However, the most silly reaction came from within the DPP itself: Hsieh said that the report had been a failure and that if the DPP wants to win the 2016 presidential election, it must make changes in its China policy.
If Hsieh has the DPP’s interests in mind, he needs to be a better team player. He also needs to realize that Taiwan cannot retain its freedom and democracy if it sells its principles and values down the river.
Mei-chin Chen is a commentator based in Washington.
Over the past few years, migrant workers’ rights have improved in Taiwan, but there has not been a comparable improvement in protections for employers, who are faced with a range of challenges, such as family nurses mistreating patients or workers threatening to change brokers or demanding that employers change their jobs. Then there is the decrease in work standards. Migrant workers too often find the lure of the underground jobs market irresistible, are unaware of employment laws and regulations, or have found that National Immigration Agency (NIA) checks are lax, and as a result abscond. If this happens, what protections or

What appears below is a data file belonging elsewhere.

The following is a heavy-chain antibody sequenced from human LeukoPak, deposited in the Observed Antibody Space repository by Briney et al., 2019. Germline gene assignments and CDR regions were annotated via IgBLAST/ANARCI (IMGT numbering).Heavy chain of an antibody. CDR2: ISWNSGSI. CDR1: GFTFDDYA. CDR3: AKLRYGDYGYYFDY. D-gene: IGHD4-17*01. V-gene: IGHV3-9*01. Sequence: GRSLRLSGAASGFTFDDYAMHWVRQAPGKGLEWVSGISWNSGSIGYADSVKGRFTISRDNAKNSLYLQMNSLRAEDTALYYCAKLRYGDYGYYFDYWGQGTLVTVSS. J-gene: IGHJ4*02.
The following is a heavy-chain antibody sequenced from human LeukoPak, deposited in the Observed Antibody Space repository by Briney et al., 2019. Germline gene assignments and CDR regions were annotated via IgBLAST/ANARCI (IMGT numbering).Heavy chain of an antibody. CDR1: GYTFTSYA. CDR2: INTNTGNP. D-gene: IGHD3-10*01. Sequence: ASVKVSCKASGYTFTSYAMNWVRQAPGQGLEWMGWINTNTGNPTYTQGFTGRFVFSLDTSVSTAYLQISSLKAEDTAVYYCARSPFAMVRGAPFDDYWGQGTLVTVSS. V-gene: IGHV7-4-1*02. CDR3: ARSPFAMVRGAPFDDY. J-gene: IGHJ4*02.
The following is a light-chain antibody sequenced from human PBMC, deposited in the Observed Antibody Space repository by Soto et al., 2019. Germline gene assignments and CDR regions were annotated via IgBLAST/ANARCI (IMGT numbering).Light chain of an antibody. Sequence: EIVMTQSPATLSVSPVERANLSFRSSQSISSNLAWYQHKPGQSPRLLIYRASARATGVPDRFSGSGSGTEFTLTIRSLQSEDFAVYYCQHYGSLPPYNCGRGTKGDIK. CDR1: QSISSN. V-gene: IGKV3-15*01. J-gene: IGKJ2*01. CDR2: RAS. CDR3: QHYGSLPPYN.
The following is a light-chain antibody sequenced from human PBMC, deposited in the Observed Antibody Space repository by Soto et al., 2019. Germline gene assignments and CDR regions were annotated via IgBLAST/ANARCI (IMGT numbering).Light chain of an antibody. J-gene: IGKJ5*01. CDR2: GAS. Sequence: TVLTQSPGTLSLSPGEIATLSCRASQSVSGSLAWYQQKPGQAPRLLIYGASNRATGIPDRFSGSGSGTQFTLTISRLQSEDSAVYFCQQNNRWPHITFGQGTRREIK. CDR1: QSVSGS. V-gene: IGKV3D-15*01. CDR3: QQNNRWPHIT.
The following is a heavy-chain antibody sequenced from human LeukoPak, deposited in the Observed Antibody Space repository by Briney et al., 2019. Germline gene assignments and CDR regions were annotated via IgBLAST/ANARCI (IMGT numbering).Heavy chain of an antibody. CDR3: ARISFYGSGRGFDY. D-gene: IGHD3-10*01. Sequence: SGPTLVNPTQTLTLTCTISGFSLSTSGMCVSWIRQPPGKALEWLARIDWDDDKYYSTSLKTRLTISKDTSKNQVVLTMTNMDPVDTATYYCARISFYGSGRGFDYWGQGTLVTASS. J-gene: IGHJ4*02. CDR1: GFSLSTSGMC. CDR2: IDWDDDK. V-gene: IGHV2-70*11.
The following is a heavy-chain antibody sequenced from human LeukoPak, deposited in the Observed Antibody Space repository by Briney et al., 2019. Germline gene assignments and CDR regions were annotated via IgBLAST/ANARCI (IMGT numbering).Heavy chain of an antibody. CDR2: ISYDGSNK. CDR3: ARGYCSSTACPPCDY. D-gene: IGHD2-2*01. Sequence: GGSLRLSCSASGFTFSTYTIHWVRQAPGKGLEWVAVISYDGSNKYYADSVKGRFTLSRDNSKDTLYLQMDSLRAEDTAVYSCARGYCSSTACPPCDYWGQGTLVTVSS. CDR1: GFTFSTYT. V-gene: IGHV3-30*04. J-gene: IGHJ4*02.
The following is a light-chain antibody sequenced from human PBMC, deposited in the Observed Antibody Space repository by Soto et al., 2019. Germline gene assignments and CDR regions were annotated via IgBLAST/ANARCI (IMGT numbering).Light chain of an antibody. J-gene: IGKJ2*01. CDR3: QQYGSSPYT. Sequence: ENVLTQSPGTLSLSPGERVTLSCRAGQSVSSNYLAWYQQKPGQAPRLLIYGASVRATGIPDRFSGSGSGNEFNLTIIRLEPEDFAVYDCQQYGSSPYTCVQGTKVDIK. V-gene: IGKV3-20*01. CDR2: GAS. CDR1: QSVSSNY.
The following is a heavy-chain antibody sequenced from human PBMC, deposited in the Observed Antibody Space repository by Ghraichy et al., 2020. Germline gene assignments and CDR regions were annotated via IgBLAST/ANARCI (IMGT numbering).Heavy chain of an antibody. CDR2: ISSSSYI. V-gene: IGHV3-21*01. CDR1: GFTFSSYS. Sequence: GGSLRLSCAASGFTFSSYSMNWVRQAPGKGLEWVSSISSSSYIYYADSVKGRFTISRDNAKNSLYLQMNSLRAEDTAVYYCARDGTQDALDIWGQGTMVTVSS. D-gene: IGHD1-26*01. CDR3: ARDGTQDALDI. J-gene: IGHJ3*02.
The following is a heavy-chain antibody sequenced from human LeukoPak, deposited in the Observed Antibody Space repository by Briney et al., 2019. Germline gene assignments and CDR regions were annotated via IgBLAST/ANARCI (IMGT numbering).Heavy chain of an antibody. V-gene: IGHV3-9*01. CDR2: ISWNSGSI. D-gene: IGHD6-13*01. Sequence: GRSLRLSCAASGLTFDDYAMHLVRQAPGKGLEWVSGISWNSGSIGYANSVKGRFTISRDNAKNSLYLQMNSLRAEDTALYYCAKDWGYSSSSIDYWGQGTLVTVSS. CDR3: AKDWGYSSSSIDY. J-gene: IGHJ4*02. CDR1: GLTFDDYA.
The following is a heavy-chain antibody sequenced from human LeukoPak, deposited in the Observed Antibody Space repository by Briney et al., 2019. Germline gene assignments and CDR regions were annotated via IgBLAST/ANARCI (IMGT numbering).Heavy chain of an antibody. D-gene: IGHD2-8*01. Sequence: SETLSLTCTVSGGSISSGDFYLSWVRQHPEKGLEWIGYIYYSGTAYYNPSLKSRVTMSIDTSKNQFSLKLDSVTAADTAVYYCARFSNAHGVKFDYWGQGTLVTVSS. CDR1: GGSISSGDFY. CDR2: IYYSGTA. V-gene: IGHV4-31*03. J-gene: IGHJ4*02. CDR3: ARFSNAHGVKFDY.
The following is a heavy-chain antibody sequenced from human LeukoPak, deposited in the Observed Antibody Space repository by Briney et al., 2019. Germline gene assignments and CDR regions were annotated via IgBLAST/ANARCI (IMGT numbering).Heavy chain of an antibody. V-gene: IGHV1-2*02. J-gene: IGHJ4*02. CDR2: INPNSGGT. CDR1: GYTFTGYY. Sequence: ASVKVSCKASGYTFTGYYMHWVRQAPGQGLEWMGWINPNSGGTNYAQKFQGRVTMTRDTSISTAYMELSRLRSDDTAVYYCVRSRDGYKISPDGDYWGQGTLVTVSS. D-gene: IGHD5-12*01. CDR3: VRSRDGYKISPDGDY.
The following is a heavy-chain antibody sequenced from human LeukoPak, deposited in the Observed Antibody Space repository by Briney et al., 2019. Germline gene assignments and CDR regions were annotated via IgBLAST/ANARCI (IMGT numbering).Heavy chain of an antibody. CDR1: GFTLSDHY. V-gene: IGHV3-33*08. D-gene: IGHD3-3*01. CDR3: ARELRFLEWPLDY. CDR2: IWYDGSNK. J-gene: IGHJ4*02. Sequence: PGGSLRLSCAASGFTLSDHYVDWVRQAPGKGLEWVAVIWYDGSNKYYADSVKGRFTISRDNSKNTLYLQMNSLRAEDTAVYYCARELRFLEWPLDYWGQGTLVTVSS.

The Central Epidemic Command Center (CECC) has been giving daily COVID-19 updates for almost four months, and on several occasions when major developments have arisen, the news conferences have attracted large numbers of viewers. The entire nation is anxious about the pandemic, and interest in the latest news has become a part of daily life. Watching the center’s daily news conferences has become something of a national ritual. The pandemic has stabilized within Taiwan due to the admirable efforts of each person living in the nation conducting themselves with the utmost responsibility, and in certain cases making considerable sacrifices within their